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How to Plan For Retirement

Planning for Retirement
By Cindy Diccianni, RN CSA

People have many different financial goals, but one they share in common is to be financially independent. I define that as the time when we conclude that our annual expenses can be covered for the rest of our lives without working any longer. Calculating your expenses over the next 25-40 years with any degree of accuracy is a very difficult task. The second daunting task is determining your sources of retirement income.

To determine future expenses, we need to answer the following questions:

  • How much will it cost my spouse and me to live?
  • How long will my spouse and I live?
  • Will I need to support anyone else like parents, children, and grandchildren?

There are some reasonable assumptions that some financial planners can make, but as you can see it is very difficult to predict the course of time.

How Much Will It Cost To Live?

The best way to design a retirement budget is to have two types of budgets in retirement, The first budget is an actual expense budget with all needed expenses. And the second budget is a dream list of items that you would buy, if the money were available.

Retirement expenses are around 75% of the normal non-retired living expenses. Usually there is no mortgage on your home and there are many senior discounts available. However, most financial advisors know that this is not always a realistic approach.

There are three basic stages of retirement. Phase one is the active phase or the "good times" phase when most people travel and do all the "things" they waited to. Exotic trips a new luxury car or that little red sports car for two. This phase is the most expensive phase. Once these wants are met, the second phase of retirement is often active but a less expensive stage where you travel to less exotic destinations or just relax in your own new sunroom. The third phase tends to be expensive because it is the time when your health begins to fail and your health care needs increase.

How Long Will We Live?

Longevity can be predicted to some degree of accuracy by looking at your family's health history, then you can compare your lifestyle with that of other family members and determine if you are in better or worse shape then them. Of course the question is whether we do anything about what we know. If we have a quick and pain free death or a long and lingering death will also determine if we have enough funds to live on.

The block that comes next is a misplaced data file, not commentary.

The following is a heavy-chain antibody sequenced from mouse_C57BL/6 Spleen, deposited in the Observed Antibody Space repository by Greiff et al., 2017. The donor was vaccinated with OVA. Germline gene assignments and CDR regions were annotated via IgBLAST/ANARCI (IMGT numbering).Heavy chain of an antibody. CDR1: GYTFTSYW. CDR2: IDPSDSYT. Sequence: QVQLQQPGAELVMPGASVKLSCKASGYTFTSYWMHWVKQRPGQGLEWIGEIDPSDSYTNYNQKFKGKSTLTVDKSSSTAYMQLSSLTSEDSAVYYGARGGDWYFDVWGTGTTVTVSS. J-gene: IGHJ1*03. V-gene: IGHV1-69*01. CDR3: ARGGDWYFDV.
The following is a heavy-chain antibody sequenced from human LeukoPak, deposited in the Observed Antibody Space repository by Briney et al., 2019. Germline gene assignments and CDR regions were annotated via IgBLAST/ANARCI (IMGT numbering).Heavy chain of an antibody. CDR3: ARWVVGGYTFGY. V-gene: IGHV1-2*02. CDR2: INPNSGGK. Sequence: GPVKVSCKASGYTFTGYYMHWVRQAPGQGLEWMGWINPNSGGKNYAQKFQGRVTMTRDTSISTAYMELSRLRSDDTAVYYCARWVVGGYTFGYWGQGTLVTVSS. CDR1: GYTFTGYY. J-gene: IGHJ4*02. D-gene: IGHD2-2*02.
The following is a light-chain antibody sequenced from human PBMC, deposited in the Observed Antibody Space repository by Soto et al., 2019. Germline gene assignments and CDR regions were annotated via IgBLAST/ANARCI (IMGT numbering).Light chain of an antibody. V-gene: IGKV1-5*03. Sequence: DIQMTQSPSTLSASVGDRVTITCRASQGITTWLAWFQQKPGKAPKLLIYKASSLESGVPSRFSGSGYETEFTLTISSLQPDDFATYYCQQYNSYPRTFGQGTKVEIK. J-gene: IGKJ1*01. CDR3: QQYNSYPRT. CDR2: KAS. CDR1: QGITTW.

Currently the age assumption is to 100, with some feeling that it is a conservative estimate. To address the possibility of excessive medical needs in the future we strongly recommend that people buy long term care insurance to protect against medical expenses. This will help to act as a cushion for a retiree and provide asset protection from long-term illness costs.

Let's not forget about inflation, no one can afford to ignore the effects of inflation. No matter what your monthly budget may be when you begin your retirement, the current inflationary rate of 4-5 % needs to be factored into the equation.

Supporting Others, After You Retire.

Most retirees can cover their own expenses fairly easily with careful planning. However, one expense that most people do not anticipate is caring for others. This could be parents, children and/or grandchildren.

In the case of children, it is my experience that these expenses can be unlimited. First there is college, then graduate school, then marriage, their first home and grandchildren. One of the most difficult tasks that I have as a financial advisor is telling my clients that they must tell their children that they cannot afford to support them indefinitely.

Many clients feel that they want to help their children out and often they can, with proper financial planning. As a note, the 529 College plans are an excellent way for a grandparent to assist their grandchildren with future college costs while lowering their estates. Also annual gifting will help to provide family members with assets tax-free. The annual gift tax rate is currently $10,000 per year.

In summary, retirement expenses are difficult, but not impossible, to predict. Using current costs, a historic rate of inflation and a life expectancy of 100 years, we can come up with a reasonably accurate estimate of living expenses.

Cindy Diccianni is a nurse, a certified senior advisor (CSA), a registered investment advisor and a registered representative with Leigh Baldwin & Company member NASD and SPIC. She is affiliated with Ortner, O'Brien & Ortner Advisory Group, Inc. Contact Cindy at
Copyright 2002 by Cindy Diccianni.





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